Sunday, November 29, 2009

'Field Notes' Chapters 7+8

Chapter 7 is the first chapter to give me exactly what I expected from this book since I began reading it. The sentences were short and to the point and explained everything that was highlighted so that the reader could understand. The author still had her flair but it wasn't to the level where it distracted me from the topic that she was discussing in this chapter which was CO2 emission.

Her writing style in this chapter made me believe that this particular aspect of global warming was one that she was deeply concerned. I just enjoyed this chapter because I felt that there was nothing that was unnecessary in it.

Chapter 8, thought not as straightforward as chapter 7, was still very informative. From reading these two chapters it seems as though Kolbert is changing her writing style as the book develops. It is moving from seeminly being carefree and flimsy with her so-called jokes to presenting serious information in a serious matter which I think is the best way to convey a book about this topic.

That being said I still believe that the reader can sense the tone of the book and the writer's opinions about the topic but in these chapters she seems to present the information without allowing her personal view come out too much. If these chapters are any indication of how the book will progress then I think that the up coming chapters will be very good.

Sunday, November 22, 2009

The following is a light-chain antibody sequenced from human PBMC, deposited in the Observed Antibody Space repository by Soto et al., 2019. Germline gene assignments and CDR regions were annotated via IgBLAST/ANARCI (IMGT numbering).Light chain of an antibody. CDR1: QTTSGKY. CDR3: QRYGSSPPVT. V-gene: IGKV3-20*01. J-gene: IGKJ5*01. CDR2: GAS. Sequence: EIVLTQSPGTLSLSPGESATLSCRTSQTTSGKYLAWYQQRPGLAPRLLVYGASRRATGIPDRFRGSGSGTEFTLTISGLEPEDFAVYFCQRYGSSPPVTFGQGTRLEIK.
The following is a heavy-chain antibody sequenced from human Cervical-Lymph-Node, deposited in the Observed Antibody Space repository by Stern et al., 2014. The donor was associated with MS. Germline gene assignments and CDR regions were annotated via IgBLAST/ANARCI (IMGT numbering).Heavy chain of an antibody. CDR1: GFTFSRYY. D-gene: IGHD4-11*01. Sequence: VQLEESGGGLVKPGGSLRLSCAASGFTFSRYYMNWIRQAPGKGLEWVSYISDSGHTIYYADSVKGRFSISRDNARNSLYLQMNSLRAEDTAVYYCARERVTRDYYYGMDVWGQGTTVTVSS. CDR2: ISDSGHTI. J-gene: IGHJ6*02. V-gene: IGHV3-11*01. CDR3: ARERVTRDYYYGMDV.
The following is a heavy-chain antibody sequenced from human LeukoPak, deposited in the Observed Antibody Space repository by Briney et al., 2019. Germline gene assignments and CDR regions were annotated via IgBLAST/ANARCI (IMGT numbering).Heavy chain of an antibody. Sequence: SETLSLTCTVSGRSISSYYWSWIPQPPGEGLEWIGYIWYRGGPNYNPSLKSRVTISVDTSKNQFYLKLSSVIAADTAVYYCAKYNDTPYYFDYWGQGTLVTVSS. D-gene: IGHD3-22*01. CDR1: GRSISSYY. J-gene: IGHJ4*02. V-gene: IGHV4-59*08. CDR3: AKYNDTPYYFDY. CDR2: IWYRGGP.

'Field Notes' Chapters 5+6

The beginning of chapter 5 was definately a surprise. I felt like I was reading a history text as opposed to a book that is suppose to inform me about global warming and the effect it has on the earth presently. I understood the idea that Kolbert had in her mind about the comparison between climate change hundreds of years ago to today, but I think it would have been more effective if she did not go so in depth with describing basically the whole life on this King. It seemed so irrelevant to inform the audience that as a baby he was discovered and compared him to Moses.

I enjoyed the illustrations that Kolbert used because with topics like this I believe it is more effective to give readers something to look at instead of words all the time. Something that I have noted about Kolbert's writing style is that some of the words she uses to describe things seem childish and are not effective as she would like it to be.

What I like about chapter 6 is that Kolbert talks about the ads in Netherlands to enforce her point and it is effective because the description is short and straight to the point which was lacking in the previous chapter. I also liked the length of chapter 6 because sometimes long chapters, on oftentimes boring topics, can hinder a reader's interpretationa and intake of the material.

Sunday, November 15, 2009

'Field Notes' Chapter 4

As I read on through the chapters in the book I am noticing that Kolbert is becoming more direct in presenting her information, and she is seemingly loosing the flair that attracted readers in the beginning of the book.

I actually thought the information that she presented to be pertinent to the subject of global warming, but the way in which she presented it was for lack of a better word boring. She tried to personalize it with her cute, little descriptions of the people she spoke with but after the first couple of chapters that trait had completely lost its initial effect.